Doing good is good for you: Ethics and the Human Sciences, TOK and CAS

helping-others-300x195(by Eileen Dombrowski.  re-post from December 16, 2013 OSC blog.  It’s so appropriate for this time of year!) Is there really anything newsworthy about the value of doing good to others?  So much has been said over so many centuries that surely current psychological research cannot add tremendously to our understanding!  And surely doing good falls within the scope of ethics — and not within the scope of the human sciences!  Yet, quite the contrary: recent studies in the human sciences do contribute knowledge — and knowledge that is particularly welcome at a time of year when in many parts of the world religious and secular traditions celebrate caring for others and giving generously.

Personally, I find the results of these studies give my heart a little lift – maybe because they confirm some things I want to believe about human beings (confirmation bias!), and some obscure sense of fairness. They indicate that doing good for others – for instance, engaging in many of the volunteer activities of CAS – can improve our own health and happiness.  Moreover, they suggest that doing good for others is contagious – that those who benefit pass on their attitudes and actions!

wrapped-gifts-300x248I find these fine conclusions for a time of year when, in my part of the world (western Canadian coast), huge social emphasis falls on giving gifts and caring about the welfare of others.  In my own community in recent weeks, innumerable people have been busily supporting undertakings from the local to the global – from gathering contributions for local food banks to organizing fundraisers for relief or development beyond our borders.  As at any other time of year, they seem to feel pretty good about helping others.

Admittedly, it’s certainly not new to say that people feel good about doing good.  What is fairly new, however, are the forms of justification provided for this familiar knowledge claim.  Recent studies illustrate the methods of the human sciences, their differences from the methods of ethics even when the subject matter appears to overlap, and the benefit to our understanding of incorporating the contributions of both these areas of knowledge.  They also point to the overlap in questions posed by TOK and CAS reflection.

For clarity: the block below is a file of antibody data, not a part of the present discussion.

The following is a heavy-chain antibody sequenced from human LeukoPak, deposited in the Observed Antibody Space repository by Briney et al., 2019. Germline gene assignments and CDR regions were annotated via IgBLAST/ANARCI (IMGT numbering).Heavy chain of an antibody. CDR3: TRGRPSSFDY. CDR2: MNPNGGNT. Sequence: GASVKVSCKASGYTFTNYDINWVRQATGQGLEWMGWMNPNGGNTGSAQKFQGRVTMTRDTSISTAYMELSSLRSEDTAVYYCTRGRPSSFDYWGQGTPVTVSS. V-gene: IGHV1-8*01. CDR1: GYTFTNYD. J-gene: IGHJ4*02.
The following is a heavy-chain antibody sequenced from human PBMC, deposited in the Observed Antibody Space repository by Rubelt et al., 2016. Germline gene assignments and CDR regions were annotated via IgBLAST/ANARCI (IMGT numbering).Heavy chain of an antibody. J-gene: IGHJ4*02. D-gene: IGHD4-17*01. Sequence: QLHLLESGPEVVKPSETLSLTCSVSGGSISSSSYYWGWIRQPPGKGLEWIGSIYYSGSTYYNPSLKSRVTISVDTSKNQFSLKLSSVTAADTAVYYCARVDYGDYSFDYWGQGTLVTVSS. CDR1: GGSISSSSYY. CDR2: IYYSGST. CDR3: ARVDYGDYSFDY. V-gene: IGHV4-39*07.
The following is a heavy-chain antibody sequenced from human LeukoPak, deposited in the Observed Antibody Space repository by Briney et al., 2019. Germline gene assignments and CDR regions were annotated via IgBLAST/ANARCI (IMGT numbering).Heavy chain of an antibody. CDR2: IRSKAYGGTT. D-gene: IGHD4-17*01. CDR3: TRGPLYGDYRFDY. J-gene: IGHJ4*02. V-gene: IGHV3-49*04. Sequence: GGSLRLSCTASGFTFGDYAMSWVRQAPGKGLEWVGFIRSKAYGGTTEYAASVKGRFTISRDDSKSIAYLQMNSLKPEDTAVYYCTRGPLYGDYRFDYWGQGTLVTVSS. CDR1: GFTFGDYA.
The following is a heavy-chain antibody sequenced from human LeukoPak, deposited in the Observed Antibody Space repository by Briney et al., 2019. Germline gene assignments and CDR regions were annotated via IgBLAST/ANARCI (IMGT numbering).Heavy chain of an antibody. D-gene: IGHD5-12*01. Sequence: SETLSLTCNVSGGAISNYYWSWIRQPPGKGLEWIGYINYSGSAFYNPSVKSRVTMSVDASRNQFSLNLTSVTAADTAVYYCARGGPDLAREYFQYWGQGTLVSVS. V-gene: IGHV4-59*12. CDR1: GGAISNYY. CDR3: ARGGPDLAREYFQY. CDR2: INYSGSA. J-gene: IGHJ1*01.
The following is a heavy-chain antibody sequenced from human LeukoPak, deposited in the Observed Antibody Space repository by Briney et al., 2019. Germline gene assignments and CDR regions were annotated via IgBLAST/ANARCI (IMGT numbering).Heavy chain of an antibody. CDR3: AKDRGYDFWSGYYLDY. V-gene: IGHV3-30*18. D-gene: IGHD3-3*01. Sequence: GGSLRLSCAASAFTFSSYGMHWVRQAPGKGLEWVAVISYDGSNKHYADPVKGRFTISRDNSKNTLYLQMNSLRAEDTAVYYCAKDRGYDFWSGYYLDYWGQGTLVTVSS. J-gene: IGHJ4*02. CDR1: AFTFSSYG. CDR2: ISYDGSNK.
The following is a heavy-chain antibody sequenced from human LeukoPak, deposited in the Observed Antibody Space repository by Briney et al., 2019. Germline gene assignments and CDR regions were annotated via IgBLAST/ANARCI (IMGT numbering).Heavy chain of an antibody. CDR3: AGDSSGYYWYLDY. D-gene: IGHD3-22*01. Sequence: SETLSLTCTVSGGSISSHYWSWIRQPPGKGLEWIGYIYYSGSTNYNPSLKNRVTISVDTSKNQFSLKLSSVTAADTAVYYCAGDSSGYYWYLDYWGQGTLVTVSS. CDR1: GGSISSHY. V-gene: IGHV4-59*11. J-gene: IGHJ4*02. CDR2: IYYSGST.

Ethics and the human sciences:  different questions, different methods

As we are aware in TOK, ethics is an area of knowledge that deals with how we should think and act.  It asks, “What is the nature of goodness?” and “How do we know what the moral thing is to do?” It works through analytical thought and argument to establish and clarify concepts and, at the applied end of its spectrum, to argue for different approaches to justifying — guiding or judging — moral choices and decision-making.

The human sciences, in contrast, are an area of knowledge that deals with how we do think and act. They ask, “How do people actually behave, and how do we know this?” “What are the appropriate methodologies for studying people to answer these questions?”  They do not necessarily take on questions of moral actions at all – of generosity or kindness – but when they do so, they investigate them with methods that test for significant correlations in actual human actions and responses, and venture into suggesting causal connections.

“Goodness” and the Methods of the Human Sciences

In recent studies of the effect on people of doing good for others, methods include ones characteristics of the human science of psychology:  questionnaires and interviews with questions carefully prepared to survey a population; tests to see how people respond to specific set-up situations; and brain scans to observe what happens in the brain when people are stimulated to think of particular situations.

ExamThe results of questionnaires show that people who volunteer or donate to help others benefit in their own health and happiness.  In one study, for instance, 76% of a sample of over 3,000 American adults surveyed by the UnitedHealth Group indicated that people who volunteered felt better physically, mentally, and emotionally.